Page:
I’ve been working with managers and leaders in public sector organisations for some time now. It’s still a bleak picture for many: a lack of central funding and increasing demand means crucial services are under more and more pressure. In nearly every programme I’ve delivered I have been asked to help managers with leading their teams through difficult times whilst also pushing those same teams to perform at higher levels. And it’s not just a recurring theme in the public sector – we’re seeing it across charities too. Sound familiar?
Managers are taking a long hard look at productivity and asking their teams to seek more effective ways of doing things – aka ‘more for less’. This means having the right people working in the right ways. Not easily achieved when there is a well-documented skills shortage and competition for talented staff remains high. And let’s be honest, another challenge is that some people are just happy to stay as they are, thank you very much.
So what is a leader to do? Give up? Bang head on desk? Have yet another restructure? Put up with the mediocre? No, not at all. Here are just three practical steps you can take:
If your team needs to step up, change their approach and adapt to a new world, give them support to do so through training. Consider the areas that will set them up in the long-term to deliver better services: problem solving, empathy, project management, making effective use of their time and innovative thinking. Help them to see that a job for life is no longer guaranteed. Encourage them to embrace learning so that they can adapt and keep developing – making themselves indispensable. Ensure any training you get for your team provides added value by encouraging staff to share their learning far and wide. Don’t limit your training budget to specialist skills and qualifications for the few – make it support professional development for the many.
If you find yourself facing skills gaps, and fruitless recruitment rounds, either losing good candidates or not attracting them as you can’t compete on wages and bonuses, ask yourself: what can you offer instead? Can you hire for potential rather than experience and give people the opportunity to learn and grow with you? Can you keep them for longer by getting them in earlier in their career? This is not about lowering your standards. It is about seeking more diversity in your team, encouraging fresh thinking and creating lasting relationships. Remember, all too often people suffer from imposter syndrome especially those in groups that have to deal with discrimination and face inequality, and may not apply unless they can tick every box. If your role looks like a big deal, but you can’t offer a big pay to go with it, you will put people off. Therefore encourage applicants to put themselves forward. Tell them about the transferable skills you would like to see, and the development opportunities you can offer.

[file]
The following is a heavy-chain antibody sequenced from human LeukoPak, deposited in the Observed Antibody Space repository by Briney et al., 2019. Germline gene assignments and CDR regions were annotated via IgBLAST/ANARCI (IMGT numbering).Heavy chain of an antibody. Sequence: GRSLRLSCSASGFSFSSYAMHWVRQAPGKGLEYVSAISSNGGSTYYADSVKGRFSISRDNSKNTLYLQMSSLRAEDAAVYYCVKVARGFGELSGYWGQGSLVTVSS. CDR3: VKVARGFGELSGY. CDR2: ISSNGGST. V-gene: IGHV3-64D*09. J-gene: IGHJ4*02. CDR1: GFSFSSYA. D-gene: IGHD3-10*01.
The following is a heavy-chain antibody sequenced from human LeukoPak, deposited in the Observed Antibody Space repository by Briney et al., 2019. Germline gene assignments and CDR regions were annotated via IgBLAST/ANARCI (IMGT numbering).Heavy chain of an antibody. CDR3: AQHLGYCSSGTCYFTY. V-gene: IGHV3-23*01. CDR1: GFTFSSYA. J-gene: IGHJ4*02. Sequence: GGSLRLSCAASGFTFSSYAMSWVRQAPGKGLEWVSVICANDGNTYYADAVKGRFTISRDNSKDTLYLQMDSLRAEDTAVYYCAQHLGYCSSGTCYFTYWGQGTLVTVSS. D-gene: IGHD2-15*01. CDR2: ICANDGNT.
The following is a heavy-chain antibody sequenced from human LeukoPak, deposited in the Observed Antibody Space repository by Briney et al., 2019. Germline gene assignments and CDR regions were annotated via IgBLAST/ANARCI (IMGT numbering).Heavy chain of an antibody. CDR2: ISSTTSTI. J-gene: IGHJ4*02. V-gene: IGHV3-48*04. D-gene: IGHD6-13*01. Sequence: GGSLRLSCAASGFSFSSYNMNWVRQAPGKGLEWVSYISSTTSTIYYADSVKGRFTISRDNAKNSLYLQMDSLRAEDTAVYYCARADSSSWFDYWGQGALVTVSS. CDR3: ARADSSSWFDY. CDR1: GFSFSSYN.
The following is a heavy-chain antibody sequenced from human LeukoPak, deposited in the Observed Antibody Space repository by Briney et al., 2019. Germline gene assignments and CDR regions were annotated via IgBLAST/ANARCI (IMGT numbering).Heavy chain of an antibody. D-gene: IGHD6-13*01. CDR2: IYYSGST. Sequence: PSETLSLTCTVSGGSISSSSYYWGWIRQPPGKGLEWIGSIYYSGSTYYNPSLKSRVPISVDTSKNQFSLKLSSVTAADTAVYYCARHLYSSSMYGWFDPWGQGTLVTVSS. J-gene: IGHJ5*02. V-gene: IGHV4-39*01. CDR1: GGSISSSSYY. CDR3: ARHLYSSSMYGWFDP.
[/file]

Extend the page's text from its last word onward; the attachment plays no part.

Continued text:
Asking your team to continue to work hard, to adapt and change, to work through ambiguity, and be even more productive is a big ask. It can be pretty draining. And you push too hard, people will start leaving. As a leader it’s your responsibility to take steps to avoid this brain-drain to prevent your team burning out. Whether they need to develop new skills, embrace new ways of working or manage demanding workloads, give people boosts and help them find ways to be resilient. This means taking a whole-person perspective. Remember your team have other things going on outside of work too. Show empathy and understanding, and do small things to support wellbeing. Practical things you can do include allowing people extra flexibility around working hours to take time out; or providing structured support using coaching circles or action learning sets to give people space to reflect on what change means for them. And get to know your teams – understand their individual motivations and concerns when it comes to change; ask questions and give room for discussion. Be available.
And finally, if you are struggling with working in ambiguity or suffering from imposter syndrome yourself, ask: what strengths do you have that you can gain confidence from? What opportunities do you have to gain new experiences? How can you push yourself out of your comfort zone? And what are you doing to look after yourself?
If you found this article interesting and would like to find out how we can support high performance in your team, contact me on 020 7978 1516 or email email@example.com.
For more information on our leadership training, visit the leadership skills for managers programme page.
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Yvette Gyles, Director